Advantages Quiet and peaceful
Disadvantages Can only be reached on foot, limited parking.
I consider myself to be very fortunate living within such a short distance of so many of the Peak District’s attractions, but because there are so many different places to choose from so close to me, many of them like those in the Strines Valley often get overlooked.
Dale Dike Reservoir (also sometimes spelt dyke) is a reservoir on the north eastern fringe of the City of Sheffield on the edge of the Peak District National Park. It is one of four reservoirs in the valley, the others being Strines, Agden and Damflask. They are all owned by Yorkshire Water and provide a supply of fresh drinking water for Sheffield and the surrounding area.
Dale Dike Reservoir is locally a very famous reservoir due to the events of that took place on the night of 11th March 1864. When I was at school (many years ago) we learned about The Great Sheffield Flood that was caused when the dam wall at this reservoir burst and sent a torrent of water hurtling downstream that claimed 270 lives. As a child I was always interested in the story of the Sheffield Flood as my father's aunt who lived to the ripe old age of 99 told me all about the role that her grandparents played in it. They lost their home but survived, although almost of all their neighbours died. The story goes that they had a new born baby and were up feeding it in the middle of the night when they heard the strange noise of the rumble of water rolling down the valley. Within just a few minutes the water had covered a distance of 9 miles and had reached the city centre, washing away everything in its path.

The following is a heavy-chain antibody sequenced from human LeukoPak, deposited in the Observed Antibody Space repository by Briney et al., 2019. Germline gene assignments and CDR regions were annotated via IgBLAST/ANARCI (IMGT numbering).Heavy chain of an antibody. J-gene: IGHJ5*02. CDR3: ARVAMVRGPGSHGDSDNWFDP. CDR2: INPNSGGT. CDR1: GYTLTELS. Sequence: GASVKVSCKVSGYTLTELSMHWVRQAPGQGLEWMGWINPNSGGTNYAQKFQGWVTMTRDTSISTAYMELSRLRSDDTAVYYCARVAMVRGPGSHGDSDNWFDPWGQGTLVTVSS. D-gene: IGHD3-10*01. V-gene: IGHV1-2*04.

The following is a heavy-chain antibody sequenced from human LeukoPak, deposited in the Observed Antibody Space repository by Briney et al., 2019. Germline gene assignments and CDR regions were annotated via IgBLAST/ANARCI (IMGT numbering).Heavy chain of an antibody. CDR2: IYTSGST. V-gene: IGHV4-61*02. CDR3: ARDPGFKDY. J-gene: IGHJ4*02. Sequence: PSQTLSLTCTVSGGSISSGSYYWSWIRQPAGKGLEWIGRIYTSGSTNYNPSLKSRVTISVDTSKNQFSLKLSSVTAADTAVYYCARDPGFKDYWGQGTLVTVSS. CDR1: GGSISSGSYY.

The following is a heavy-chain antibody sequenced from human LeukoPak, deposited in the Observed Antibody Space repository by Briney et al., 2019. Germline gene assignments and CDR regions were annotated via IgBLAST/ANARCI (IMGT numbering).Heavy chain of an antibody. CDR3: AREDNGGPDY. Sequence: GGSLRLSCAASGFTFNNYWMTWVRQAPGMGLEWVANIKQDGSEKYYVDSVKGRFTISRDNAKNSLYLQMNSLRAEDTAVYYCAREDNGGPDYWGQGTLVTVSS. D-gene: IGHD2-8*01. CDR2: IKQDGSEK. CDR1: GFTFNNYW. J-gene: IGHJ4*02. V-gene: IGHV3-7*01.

If you are approaching Dale Dike from Sheffield then it is the third reservoir in the chain. An extensive plantation of coniferous trees fills the valley and surrounds all these reservoirs so there is surprisingly little of them to be seen from the minor road that runs up the valley from Bradfield to the Strines Inn and it’s actually very easy to miss them all. There are several ways to access it but they all involve a walk through the woods of between 10 and 20 minutes depending on where you park. It is possible to park in several spots at the side of the road but most of the spaces only hold 2 or 3 cars so it can be difficult to find a parking space at the weekends, especially if the weather is nice.
I've always laughed at folk who have an image of Sheffield as a dull, drab dirty place. It's true that 40 years ago there was a lot of heavy industry but all of that has now gone and even the city centre is clean and modern these days, but what Sheffield has always had is easy access to some of the finest countryside in England. Within just a few minutes I can be high on the moors above the city and I could be anywhere in England and for that I've always been grateful.
Since I know this area quite well I always try to park in the same place and if I'm lucky to find a space then it’s only a quick walk through the woods to the water. The path is good quality with a nice soft carpet of pine needles but it is quite steep and there's a few exposed tree roots so it wouldn't be suitable for the infirm.
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